Skirting Skin Cancer

Prevention and early detection are critical, experts say

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SATURDAY, Aug. 30, 2003 (HealthDayNews) -- Is it a simple mole or a deadly cancerous growth?

Many Americans -- especially those who have indulged in sun worship at some point in their lives -- worry about skin cancer and how to recognize its signs. According to the American Cancer Society, early detection is key, and it is important to note the appearance of new skin growths or changes in those growths. Any suspicious lesions should be examined by a physician.

To recognize a melanoma, the most dangerous form of skin cancer, the cancer society offers this ABCD outline: A is for asymmetry, when one half of the mole does not match the other half; B is for border irregularity: when the edges are ragged, notched or blurred; C is for color, when the pigmentation is not uniform; D is for a diameter greater than six millimeters.

The best way to prevent skin cancer is to avoid intense sun exposure, and the Skin Protection Federation -- a coalition of nonprofit organizations including the cancer society -- has come up with a prevention program called Slip! Slop! Slap! The effort is aimed mostly at children and their parents, because kids can get up to 80 percent of their lifetime sun exposure by age 18.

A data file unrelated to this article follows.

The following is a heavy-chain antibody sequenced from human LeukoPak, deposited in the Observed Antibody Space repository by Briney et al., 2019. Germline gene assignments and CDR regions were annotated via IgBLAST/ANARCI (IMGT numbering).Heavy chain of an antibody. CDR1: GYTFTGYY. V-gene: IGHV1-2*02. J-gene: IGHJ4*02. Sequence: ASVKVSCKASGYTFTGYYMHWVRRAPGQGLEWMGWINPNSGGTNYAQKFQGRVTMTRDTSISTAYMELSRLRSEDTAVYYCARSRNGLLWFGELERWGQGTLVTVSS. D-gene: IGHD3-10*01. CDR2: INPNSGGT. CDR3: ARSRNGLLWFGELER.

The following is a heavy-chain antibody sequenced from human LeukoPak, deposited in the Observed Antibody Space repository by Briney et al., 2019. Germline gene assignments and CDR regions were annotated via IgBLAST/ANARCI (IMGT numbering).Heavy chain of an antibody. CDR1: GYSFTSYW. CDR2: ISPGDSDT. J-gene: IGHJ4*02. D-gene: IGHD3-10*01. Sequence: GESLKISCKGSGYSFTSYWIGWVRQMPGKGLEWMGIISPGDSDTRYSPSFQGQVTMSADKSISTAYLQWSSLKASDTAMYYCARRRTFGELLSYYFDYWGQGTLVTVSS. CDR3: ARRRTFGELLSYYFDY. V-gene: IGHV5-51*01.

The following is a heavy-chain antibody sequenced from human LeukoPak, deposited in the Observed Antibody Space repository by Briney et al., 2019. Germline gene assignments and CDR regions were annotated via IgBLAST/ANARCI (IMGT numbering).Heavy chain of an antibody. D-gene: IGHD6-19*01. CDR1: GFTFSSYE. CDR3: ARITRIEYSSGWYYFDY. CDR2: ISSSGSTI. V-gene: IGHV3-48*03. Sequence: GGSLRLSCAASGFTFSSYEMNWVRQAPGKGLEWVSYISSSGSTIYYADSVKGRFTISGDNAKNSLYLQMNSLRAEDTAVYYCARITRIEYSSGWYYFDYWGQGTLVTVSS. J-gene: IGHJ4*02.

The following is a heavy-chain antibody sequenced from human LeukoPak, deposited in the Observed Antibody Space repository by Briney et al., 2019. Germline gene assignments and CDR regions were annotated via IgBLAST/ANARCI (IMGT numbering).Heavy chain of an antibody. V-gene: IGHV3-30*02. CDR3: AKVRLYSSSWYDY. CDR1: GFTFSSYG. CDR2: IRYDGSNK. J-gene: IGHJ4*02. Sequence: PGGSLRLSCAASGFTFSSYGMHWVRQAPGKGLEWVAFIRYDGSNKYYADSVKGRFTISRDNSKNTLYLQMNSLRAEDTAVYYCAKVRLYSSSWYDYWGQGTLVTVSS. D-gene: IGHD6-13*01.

"The message is slip on a shirt, slop on the sunscreen and slap on a hat," says Dr. Martin Weinstock, chairman of the cancer society's Skin Cancer Advisory Group and an associate professor of dermatology at Brown University. "We're hoping these behaviors become second nature, like brushing your teeth or putting on a seatbelt."

More information

The Skin Cancer Foundation has more on skin cancer.

SOURCES: Martin Weinstock, M.D., chairman, American Cancer Society's Skin Cancer Advisory Group, and associate professor, dermatology, Brown University; American Cancer Society


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